BZ samples tested at Swiss lab in Skripal case ‘nothing to do’ with Salisbury – OPCW chief
Ahmet Uzumcu, the director general of the Organization for the Prohibition of Chemical Weapons (OPCW), made comments on Wednesday to the OPCW executive council. He and Marc-Michael Blum, the head of the technical assistance team that was deployed to the UK to assist in the high-profile case in Salisbury, delivered an update on the OPCW’s work related to the case.
Uzumcu distanced the organization from the public debate on the double agent Sergei Skripal’s poisoning, but addressed the remarks by Russian Foreign Minister Sergey Lavrov, who said last week that a Swiss laboratory accredited by the OPCW and involved in the probe had found the chemical BZ in the sample provided from Salisbury.
“The precursor of BZ that is referred to in the public statements, commonly known as 3Q, was contained in the control sample prepared by the OPCW Lab in accordance with the existing quality control procedures,” the OPCW director general said. “Otherwise it has nothing to do with the samples collected by the OPCW Team in Salisbury. This chemical was reported back to the OPCW by the two designated labs and the findings are duly reflected in the report.”
Uzumcu called on OPCW members to put their trust in the “tried-and-true” system of labs accredited by the organization. He also said that while some of the details in the reports produced by the labs for the OPCW don’t make it to the final documents released to member states, this process is “aimed at protecting the identity of the labs which conduct off-site analysis of samples.”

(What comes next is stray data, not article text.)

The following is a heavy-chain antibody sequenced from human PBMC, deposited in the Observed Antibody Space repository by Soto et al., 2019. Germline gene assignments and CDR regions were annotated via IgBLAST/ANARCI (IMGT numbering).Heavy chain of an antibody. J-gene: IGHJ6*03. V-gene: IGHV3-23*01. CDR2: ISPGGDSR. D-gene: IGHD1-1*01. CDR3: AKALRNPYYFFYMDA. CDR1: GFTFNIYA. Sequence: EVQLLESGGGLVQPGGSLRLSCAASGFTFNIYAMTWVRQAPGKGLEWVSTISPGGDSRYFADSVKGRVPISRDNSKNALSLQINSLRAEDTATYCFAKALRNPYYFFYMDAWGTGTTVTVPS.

Earlier, the Swiss state lab Spiez said it could neither confirm nor deny the statements made by Lavrov, and called for trust in the OPCW’s conclusions made in the Skripal case.
Sergei Skripal and his daughter Yulia were poisoned last month in what London said was a nerve agent attack in Salisbury. The UK accused the Russian government of orchestrating it and stonewalled Moscow’s requests for access to details on the investigation.
The OPCW has since confirmed the accuracy of the British identification of the toxin which the UK gave to it, but stressed that the samples it studied were almost devoid of impurities. Impurities are what allows the origin of a chemical compound to be traced. British chemical experts at the Porton Down lab said they didn’t identify who produced the toxic agent, contradicting statements by some senior UK politicians.
Like this story? Share it with a friend!